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New Year’s Resolutions

January 19, 2014

by Stephen Damon

It’s the time of the year when people make resolutions to make big changes in their lives. One person resolves to lose weight, another to give up drinking. One resolves to read more books and another resolves to put her books down and go out into the world to do more living. If you look through the newspapers you will see that some health clubs have specials designed to entice people to resolve to get more fit. You would think that everyone wanted to change something about their lives and thought that the beginning of the year was a good time to do so.

So, last week during the lunch at the hospice and respite care center for people with AIDS who are very poor in which I volunteer, I asked the residents at my table about their New Year resolutions. One person smirked and said, “Come on, why would I do that? Why would I need to make resolutions to see that I always fail at whatever I do? Resolutions are for people who think that they can change what they can’t change.” Another resident, agreeing with what his friend had said, looked at me and said that “life was just too hard to make it any harder.” A third resident said his life changed too much from day-to-day to come up with a resolution that would hold from one day to the next. He looked at me and asked, “Ever notice how everything changes so quickly?”

Listening to my new friends I was taken by how well each of them knew themselves, and how well they seemed to know their lives. They were honest—no one was trying to hide anything about their lives. I was impressed by how much of what they said were expressions of what the Buddha had said after many years of practice. A lot of what they said about themselves I had seen in myself. But I had gotten these kinds of observations through my Zen meditation practice. Without sitting and observing what arose in my mind I think I would have had very little idea of who and what I was.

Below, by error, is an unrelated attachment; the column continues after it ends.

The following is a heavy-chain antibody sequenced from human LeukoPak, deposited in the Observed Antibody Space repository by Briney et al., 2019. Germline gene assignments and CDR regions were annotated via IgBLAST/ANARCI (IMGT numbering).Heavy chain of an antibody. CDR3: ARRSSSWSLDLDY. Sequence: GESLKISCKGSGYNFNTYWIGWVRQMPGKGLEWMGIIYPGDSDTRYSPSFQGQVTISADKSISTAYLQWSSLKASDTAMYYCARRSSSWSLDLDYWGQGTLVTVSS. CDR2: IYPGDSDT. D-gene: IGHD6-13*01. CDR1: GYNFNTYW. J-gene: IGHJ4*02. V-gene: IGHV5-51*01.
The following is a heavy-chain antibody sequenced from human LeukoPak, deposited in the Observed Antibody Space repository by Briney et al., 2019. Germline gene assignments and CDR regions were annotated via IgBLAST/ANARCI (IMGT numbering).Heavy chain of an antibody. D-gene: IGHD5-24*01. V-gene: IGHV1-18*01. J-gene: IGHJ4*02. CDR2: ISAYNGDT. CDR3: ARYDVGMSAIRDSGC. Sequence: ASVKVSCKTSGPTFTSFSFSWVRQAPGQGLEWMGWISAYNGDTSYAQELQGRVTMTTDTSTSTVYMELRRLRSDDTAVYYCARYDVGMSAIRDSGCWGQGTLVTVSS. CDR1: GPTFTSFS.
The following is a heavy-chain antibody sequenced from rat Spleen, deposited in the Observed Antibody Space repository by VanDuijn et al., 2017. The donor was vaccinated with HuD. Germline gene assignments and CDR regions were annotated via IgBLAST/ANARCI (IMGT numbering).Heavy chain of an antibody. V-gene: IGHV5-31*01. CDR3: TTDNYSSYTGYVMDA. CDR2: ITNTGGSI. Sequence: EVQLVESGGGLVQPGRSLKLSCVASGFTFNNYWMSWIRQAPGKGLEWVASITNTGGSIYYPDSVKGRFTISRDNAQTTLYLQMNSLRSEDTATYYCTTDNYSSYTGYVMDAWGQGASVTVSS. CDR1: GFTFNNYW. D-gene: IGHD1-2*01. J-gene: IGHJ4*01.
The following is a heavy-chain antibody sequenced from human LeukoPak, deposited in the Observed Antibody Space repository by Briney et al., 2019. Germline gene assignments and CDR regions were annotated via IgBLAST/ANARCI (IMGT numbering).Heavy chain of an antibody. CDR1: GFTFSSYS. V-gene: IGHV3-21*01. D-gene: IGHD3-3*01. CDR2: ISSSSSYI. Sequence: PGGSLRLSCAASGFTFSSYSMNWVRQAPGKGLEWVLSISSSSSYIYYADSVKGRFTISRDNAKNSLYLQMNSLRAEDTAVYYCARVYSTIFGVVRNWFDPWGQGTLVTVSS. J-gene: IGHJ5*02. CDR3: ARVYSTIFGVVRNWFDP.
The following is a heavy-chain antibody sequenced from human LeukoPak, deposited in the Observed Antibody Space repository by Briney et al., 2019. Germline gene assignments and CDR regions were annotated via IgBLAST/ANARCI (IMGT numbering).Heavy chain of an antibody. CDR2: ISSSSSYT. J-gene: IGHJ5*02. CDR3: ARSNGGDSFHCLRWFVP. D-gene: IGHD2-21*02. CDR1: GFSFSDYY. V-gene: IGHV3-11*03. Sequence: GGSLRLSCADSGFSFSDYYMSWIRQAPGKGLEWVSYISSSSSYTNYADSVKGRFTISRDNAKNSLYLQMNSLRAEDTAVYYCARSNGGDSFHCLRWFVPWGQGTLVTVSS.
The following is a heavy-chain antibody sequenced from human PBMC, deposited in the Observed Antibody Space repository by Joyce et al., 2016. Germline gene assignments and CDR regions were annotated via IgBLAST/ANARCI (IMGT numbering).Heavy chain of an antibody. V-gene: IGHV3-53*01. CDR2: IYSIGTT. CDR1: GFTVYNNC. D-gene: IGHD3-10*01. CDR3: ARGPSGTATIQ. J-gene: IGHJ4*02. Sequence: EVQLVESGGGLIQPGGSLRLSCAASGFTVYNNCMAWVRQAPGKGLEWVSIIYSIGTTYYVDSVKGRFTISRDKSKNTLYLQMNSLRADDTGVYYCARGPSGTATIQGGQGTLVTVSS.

Of course, I don’t mean to suggest that everyone who has a hard life becomes “enlightened,” or “saved,” or any of the other terms used to describe the “goal” of a spiritual or religious life. To achieve such a goal, to live a life fully, depends on many causes and conditions, some known and some unknown. But I am saying that if other elements are present, living a life on the streets, face to face with impermanence, can be a transformative path.

Upon reflecting on my conversation with the residents I thought about something Dogen had said: “To study Buddhism is to study the self; to study the self… is to be actualized by myriad things.” So, one could say that the Buddhism or any religion is best thought of as a way to make contact with the wisdom in ourselves. The truth is revealed in a deep part of the self that is often obscured by our “inexhaustible” delusions. The role of any spiritual practice is to end as many delusions as possible so that we may make contact with a part of the self that is intimately connected with the truth about things as they are. Sometimes, a hard life without the ordinary distractions that most of us have taken for granted ends or perhaps prevents many delusions from occurring.

Some of us may look for a meditation practice while others may be more comfortable with a faith-based religion. And some of us who are unwilling or unable to make contact with religion or a spiritual practice of any kind may find that living a life without the ordinary comforts and distractions of our culture is enough to meet the self, face-to-face. And, as Dogen said, if we can truly see ourselves we will be actualized by everything we encounter.

Bows,
Stephen

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